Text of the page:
$search = mysql_real_escape_string(iconv('UTF-8', 'ASCII//TRANSLIT', $_GET['search']));
mysql_query("SELECT * FROM User WHERE normalized LIKE '%".$search."%'");

Of course this method might not be viable if you have several columns that need normalizations, but in your specific case this might work allright.

  • Hmm, I'm a bit leery of keeping data in multiple places (DRY), unless it proves to be a bottleneck. In this case, it would involve 3 existing fields- username, firstName, and lastName (I vastly simplified my table structure for the purpose of asking a simple question). – George Armhold Feb 20 '10 at 17:13
  • I using PHP not work ... u need more 1 next line str_replace("?", "%", $normalized); .. enjoy! – KingRider May 14 '15 at 20:43
5

I have implemented a strtr php function/tr unix command in MySQL you can get the source here

You can use as:

SELECT tr(name, 'áäèëî', 'aaeei') FROM persons

or to strip some characters

SELECT tr(name, 'áäèëî', null) FROM persons
3
$normalized = iconv('UTF-8', 'ASCII//TRANSLIT', $string);

is a perfect php solution, but in mysql? CONVERT?

in mysql

SELECT 'Álvaro José' as accented, (CONVERT ('Álvaro José' USING ascii)) as notaccented

Produce:

Álvaro José     ?lvaro Jos?

The accented words is not converted to no accented words, it is not equivalent a translit of iconv.

RegExp don't work with UTF-8.

Not any solution.

  • 2
    This is not an answer but a comment with useful information – Ricardo Tribaldos Apr 21 '16 at 14:31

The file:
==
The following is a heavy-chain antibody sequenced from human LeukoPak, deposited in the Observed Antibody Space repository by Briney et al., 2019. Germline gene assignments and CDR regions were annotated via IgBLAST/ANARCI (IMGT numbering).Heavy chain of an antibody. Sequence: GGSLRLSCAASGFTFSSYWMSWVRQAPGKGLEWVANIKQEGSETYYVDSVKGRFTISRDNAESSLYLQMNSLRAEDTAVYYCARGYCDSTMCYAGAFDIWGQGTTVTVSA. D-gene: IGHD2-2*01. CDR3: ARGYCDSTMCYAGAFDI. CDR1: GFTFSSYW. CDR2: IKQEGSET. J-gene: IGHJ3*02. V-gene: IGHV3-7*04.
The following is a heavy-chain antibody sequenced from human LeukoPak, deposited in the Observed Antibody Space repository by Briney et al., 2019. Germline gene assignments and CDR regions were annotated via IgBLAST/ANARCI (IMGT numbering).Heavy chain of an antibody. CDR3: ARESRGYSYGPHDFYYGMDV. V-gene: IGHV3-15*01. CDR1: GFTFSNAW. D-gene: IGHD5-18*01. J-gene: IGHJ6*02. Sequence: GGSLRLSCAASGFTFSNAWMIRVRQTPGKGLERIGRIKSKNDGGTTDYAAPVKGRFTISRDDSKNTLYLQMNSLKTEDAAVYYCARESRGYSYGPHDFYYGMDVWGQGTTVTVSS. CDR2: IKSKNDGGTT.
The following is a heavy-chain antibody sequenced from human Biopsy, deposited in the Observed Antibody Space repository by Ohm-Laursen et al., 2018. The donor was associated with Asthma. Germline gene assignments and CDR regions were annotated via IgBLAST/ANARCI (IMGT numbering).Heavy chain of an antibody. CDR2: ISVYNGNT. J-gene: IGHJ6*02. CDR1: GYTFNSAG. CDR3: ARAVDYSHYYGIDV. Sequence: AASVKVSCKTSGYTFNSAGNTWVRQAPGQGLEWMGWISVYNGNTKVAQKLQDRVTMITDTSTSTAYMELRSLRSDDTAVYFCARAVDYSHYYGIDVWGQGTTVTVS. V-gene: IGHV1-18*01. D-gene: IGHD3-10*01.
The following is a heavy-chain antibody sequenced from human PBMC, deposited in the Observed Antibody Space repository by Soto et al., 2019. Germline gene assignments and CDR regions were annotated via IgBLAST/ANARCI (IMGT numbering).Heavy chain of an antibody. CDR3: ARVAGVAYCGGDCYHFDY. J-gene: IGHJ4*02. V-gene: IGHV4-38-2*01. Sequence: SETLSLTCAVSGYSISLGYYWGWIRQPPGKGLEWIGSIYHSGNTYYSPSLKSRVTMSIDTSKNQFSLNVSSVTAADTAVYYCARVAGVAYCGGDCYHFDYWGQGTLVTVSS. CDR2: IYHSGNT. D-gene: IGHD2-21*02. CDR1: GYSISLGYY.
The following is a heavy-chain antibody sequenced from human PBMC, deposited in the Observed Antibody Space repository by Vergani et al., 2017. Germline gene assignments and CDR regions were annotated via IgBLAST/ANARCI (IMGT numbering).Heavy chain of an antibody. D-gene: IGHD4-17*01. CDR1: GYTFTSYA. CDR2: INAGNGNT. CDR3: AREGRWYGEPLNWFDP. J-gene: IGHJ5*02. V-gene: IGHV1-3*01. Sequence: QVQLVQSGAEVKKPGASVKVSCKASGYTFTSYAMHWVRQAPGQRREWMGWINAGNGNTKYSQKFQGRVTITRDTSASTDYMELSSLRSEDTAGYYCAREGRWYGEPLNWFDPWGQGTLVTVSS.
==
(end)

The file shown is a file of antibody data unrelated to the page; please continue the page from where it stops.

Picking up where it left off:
0

Does a search using English characters return results with foreign characters? I wrote the following script to compare collations in MySQL 5.7 (Should also work for MariaDB 10.2+):

        $db->query('CREATE TABLE IF NOT EXISTS test (name varchar(20))
         Engine=InnoDB character set utf8mb4 collate utf8mb4_unicode_520_ci');

        $db->query('CREATE TABLE IF NOT EXISTS test2 (name varchar(20))
         Engine=InnoDB character set utf8mb4 collate utf8mb4_unicode_ci');

        $db->query("insert into test values('Łove 520')");
        $db->query("insert into test2 values('Łove 520')");

        $types = ['utf8mb4_unicode_520_ci', 'utf8mb4_unicode_ci'];
        $tables = ['test' => 'utf8mb4_unicode_520_ci', 'test2' => 'utf8mb4_unicode_ci'];
        foreach($types as $n)
        {
            foreach($tables as $ta => $tc)
            {
                $db->query("SET NAMES 'utf8mb4' COLLATE '$n'");
                $res = $db->query("Select * from $ta where name like 'Love%'"); // Ł equal
                echo "\ntable $ta($tc), names($n): ".$res->fetchColumn(0);
            }
        }

Here are the results:

table test(utf8mb4_unicode_520_ci), names(utf8mb4_unicode_520_ci): Łove 520
table test2(utf8mb4_unicode_ci), names(utf8mb4_unicode_520_ci):
table test(utf8mb4_unicode_520_ci), names(utf8mb4_unicode_ci): Łove 520
table test2(utf8mb4_unicode_ci), names(utf8mb4_unicode_ci):

(Note: I ran the script from the command line, so it appears as ┼üove 520 instead of Łove 520)

It appears that L == Ł when the table collation is utf8mb4_unicode_520_ci, regardless of the connection collation. However, it is not equivalent if you only use utf8mb4_unicode_ci.